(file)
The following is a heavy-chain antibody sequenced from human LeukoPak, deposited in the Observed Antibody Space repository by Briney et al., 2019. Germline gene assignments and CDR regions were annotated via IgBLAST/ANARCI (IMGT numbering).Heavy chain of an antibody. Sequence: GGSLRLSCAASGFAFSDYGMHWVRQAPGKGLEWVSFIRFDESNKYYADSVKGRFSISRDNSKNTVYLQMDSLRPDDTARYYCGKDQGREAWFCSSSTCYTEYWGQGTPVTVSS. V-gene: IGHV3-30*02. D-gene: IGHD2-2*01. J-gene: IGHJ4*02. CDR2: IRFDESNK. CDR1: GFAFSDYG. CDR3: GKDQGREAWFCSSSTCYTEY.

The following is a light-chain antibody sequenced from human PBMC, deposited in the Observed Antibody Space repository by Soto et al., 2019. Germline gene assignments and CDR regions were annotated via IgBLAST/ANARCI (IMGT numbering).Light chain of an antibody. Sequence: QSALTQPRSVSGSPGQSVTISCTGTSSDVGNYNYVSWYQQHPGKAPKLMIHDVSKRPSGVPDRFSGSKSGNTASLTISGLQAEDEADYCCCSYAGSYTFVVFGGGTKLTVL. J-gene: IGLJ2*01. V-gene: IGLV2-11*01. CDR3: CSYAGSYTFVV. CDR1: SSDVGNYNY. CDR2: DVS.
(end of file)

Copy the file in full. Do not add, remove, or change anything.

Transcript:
The following is a heavy-chain antibody sequenced from human LeukoPak, deposited in the Observed Antibody Space repository by Briney et al., 2019. Germline gene assignments and CDR regions were annotated via IgBLAST/ANARCI (IMGT numbering).Heavy chain of an antibody. Sequence: GGSLRLSCAASGFAFSDYGMHWVRQAPGKGLEWVSFIRFDESNKYYADSVKGRFSISRDNSKNTVYLQMDSLRPDDTARYYCGKDQGREAWFCSSSTCYTEYWGQGTPVTVSS. V-gene: IGHV3-30*02. D-gene: IGHD2-2*01. J-gene: IGHJ4*02. CDR2: IRFDESNK. CDR1: GFAFSDYG. CDR3: GKDQGREAWFCSSSTCYTEY.

The following is a light-chain antibody sequenced from human PBMC, deposited in the Observed Antibody Space repository by Soto et al., 2019. Germline gene assignments and CDR regions were annotated via IgBLAST/ANARCI (IMGT numbering).Light chain of an antibody. Sequence: QSALTQPRSVSGSPGQSVTISCTGTSSDVGNYNYVSWYQQHPGKAPKLMIHDVSKRPSGVPDRFSGSKSGNTASLTISGLQAEDEADYCCCSYAGSYTFVVFGGGTKLTVL. J-gene: IGLJ2*01. V-gene: IGLV2-11*01. CDR3: CSYAGSYTFVV. CDR1: SSDVGNYNY. CDR2: DVS.